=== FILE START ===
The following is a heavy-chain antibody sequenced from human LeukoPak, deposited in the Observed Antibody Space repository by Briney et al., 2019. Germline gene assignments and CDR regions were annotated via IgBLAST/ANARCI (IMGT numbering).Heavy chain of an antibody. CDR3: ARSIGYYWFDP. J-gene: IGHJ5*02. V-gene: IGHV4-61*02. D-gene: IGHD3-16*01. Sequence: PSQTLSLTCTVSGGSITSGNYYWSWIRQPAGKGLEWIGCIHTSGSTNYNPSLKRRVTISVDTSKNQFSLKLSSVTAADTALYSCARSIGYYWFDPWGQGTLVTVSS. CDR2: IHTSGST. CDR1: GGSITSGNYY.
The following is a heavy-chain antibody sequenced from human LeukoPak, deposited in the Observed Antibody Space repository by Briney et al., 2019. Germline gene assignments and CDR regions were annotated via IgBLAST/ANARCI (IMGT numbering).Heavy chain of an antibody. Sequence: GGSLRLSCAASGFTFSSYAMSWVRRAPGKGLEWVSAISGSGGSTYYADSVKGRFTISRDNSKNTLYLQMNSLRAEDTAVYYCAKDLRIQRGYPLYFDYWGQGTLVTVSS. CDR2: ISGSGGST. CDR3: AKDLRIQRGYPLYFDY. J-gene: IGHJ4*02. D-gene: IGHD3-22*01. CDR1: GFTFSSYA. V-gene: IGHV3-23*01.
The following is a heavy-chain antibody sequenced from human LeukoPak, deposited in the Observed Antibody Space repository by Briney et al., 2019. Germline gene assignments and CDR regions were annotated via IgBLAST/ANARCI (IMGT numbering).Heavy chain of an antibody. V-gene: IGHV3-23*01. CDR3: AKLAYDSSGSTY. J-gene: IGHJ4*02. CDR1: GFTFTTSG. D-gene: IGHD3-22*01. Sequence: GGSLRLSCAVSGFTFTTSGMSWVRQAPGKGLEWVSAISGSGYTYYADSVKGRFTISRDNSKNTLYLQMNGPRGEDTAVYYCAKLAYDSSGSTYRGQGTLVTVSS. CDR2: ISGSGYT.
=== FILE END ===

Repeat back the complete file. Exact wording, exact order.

The following is a heavy-chain antibody sequenced from human LeukoPak, deposited in the Observed Antibody Space repository by Briney et al., 2019. Germline gene assignments and CDR regions were annotated via IgBLAST/ANARCI (IMGT numbering).Heavy chain of an antibody. CDR3: ARSIGYYWFDP. J-gene: IGHJ5*02. V-gene: IGHV4-61*02. D-gene: IGHD3-16*01. Sequence: PSQTLSLTCTVSGGSITSGNYYWSWIRQPAGKGLEWIGCIHTSGSTNYNPSLKRRVTISVDTSKNQFSLKLSSVTAADTALYSCARSIGYYWFDPWGQGTLVTVSS. CDR2: IHTSGST. CDR1: GGSITSGNYY.
The following is a heavy-chain antibody sequenced from human LeukoPak, deposited in the Observed Antibody Space repository by Briney et al., 2019. Germline gene assignments and CDR regions were annotated via IgBLAST/ANARCI (IMGT numbering).Heavy chain of an antibody. Sequence: GGSLRLSCAASGFTFSSYAMSWVRRAPGKGLEWVSAISGSGGSTYYADSVKGRFTISRDNSKNTLYLQMNSLRAEDTAVYYCAKDLRIQRGYPLYFDYWGQGTLVTVSS. CDR2: ISGSGGST. CDR3: AKDLRIQRGYPLYFDY. J-gene: IGHJ4*02. D-gene: IGHD3-22*01. CDR1: GFTFSSYA. V-gene: IGHV3-23*01.
The following is a heavy-chain antibody sequenced from human LeukoPak, deposited in the Observed Antibody Space repository by Briney et al., 2019. Germline gene assignments and CDR regions were annotated via IgBLAST/ANARCI (IMGT numbering).Heavy chain of an antibody. V-gene: IGHV3-23*01. CDR3: AKLAYDSSGSTY. J-gene: IGHJ4*02. CDR1: GFTFTTSG. D-gene: IGHD3-22*01. Sequence: GGSLRLSCAVSGFTFTTSGMSWVRQAPGKGLEWVSAISGSGYTYYADSVKGRFTISRDNSKNTLYLQMNGPRGEDTAVYYCAKLAYDSSGSTYRGQGTLVTVSS. CDR2: ISGSGYT.